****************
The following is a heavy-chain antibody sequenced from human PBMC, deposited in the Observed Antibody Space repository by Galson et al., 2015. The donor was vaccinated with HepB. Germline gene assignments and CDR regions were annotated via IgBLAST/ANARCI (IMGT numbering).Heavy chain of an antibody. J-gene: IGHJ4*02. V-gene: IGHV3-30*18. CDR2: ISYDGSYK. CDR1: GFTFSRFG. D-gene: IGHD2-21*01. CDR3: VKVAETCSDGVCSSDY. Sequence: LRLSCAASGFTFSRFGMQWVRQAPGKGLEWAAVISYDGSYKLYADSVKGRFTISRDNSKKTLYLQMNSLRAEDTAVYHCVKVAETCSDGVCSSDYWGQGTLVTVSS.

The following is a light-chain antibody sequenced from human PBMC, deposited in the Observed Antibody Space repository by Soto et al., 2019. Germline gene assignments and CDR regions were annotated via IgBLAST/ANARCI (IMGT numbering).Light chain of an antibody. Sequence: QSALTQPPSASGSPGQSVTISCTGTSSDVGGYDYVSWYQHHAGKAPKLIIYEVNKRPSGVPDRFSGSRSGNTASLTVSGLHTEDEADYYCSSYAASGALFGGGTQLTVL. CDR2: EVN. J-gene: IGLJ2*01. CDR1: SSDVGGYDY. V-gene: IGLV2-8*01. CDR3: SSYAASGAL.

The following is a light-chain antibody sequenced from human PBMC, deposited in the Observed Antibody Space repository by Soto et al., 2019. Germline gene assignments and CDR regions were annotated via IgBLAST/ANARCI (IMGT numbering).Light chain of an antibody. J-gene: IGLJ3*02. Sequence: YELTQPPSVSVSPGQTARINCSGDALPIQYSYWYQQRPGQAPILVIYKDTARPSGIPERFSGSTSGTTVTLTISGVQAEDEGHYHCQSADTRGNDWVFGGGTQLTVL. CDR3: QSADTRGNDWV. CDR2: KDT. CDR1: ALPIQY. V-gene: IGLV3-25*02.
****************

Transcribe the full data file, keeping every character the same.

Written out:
The following is a heavy-chain antibody sequenced from human PBMC, deposited in the Observed Antibody Space repository by Galson et al., 2015. The donor was vaccinated with HepB. Germline gene assignments and CDR regions were annotated via IgBLAST/ANARCI (IMGT numbering).Heavy chain of an antibody. J-gene: IGHJ4*02. V-gene: IGHV3-30*18. CDR2: ISYDGSYK. CDR1: GFTFSRFG. D-gene: IGHD2-21*01. CDR3: VKVAETCSDGVCSSDY. Sequence: LRLSCAASGFTFSRFGMQWVRQAPGKGLEWAAVISYDGSYKLYADSVKGRFTISRDNSKKTLYLQMNSLRAEDTAVYHCVKVAETCSDGVCSSDYWGQGTLVTVSS.

The following is a light-chain antibody sequenced from human PBMC, deposited in the Observed Antibody Space repository by Soto et al., 2019. Germline gene assignments and CDR regions were annotated via IgBLAST/ANARCI (IMGT numbering).Light chain of an antibody. Sequence: QSALTQPPSASGSPGQSVTISCTGTSSDVGGYDYVSWYQHHAGKAPKLIIYEVNKRPSGVPDRFSGSRSGNTASLTVSGLHTEDEADYYCSSYAASGALFGGGTQLTVL. CDR2: EVN. J-gene: IGLJ2*01. CDR1: SSDVGGYDY. V-gene: IGLV2-8*01. CDR3: SSYAASGAL.

The following is a light-chain antibody sequenced from human PBMC, deposited in the Observed Antibody Space repository by Soto et al., 2019. Germline gene assignments and CDR regions were annotated via IgBLAST/ANARCI (IMGT numbering).Light chain of an antibody. J-gene: IGLJ3*02. Sequence: YELTQPPSVSVSPGQTARINCSGDALPIQYSYWYQQRPGQAPILVIYKDTARPSGIPERFSGSTSGTTVTLTISGVQAEDEGHYHCQSADTRGNDWVFGGGTQLTVL. CDR3: QSADTRGNDWV. CDR2: KDT. CDR1: ALPIQY. V-gene: IGLV3-25*02.